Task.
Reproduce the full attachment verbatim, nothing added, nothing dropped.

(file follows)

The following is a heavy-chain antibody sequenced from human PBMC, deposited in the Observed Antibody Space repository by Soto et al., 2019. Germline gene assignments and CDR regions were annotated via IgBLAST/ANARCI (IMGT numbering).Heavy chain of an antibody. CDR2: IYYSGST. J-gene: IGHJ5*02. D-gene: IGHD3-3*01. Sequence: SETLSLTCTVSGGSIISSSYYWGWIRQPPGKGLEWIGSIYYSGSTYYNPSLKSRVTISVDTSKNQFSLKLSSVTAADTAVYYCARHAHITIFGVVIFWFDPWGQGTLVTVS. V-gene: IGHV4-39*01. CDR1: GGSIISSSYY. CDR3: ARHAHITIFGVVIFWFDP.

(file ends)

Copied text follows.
The following is a heavy-chain antibody sequenced from human PBMC, deposited in the Observed Antibody Space repository by Soto et al., 2019. Germline gene assignments and CDR regions were annotated via IgBLAST/ANARCI (IMGT numbering).Heavy chain of an antibody. CDR2: IYYSGST. J-gene: IGHJ5*02. D-gene: IGHD3-3*01. Sequence: SETLSLTCTVSGGSIISSSYYWGWIRQPPGKGLEWIGSIYYSGSTYYNPSLKSRVTISVDTSKNQFSLKLSSVTAADTAVYYCARHAHITIFGVVIFWFDPWGQGTLVTVS. V-gene: IGHV4-39*01. CDR1: GGSIISSSYY. CDR3: ARHAHITIFGVVIFWFDP.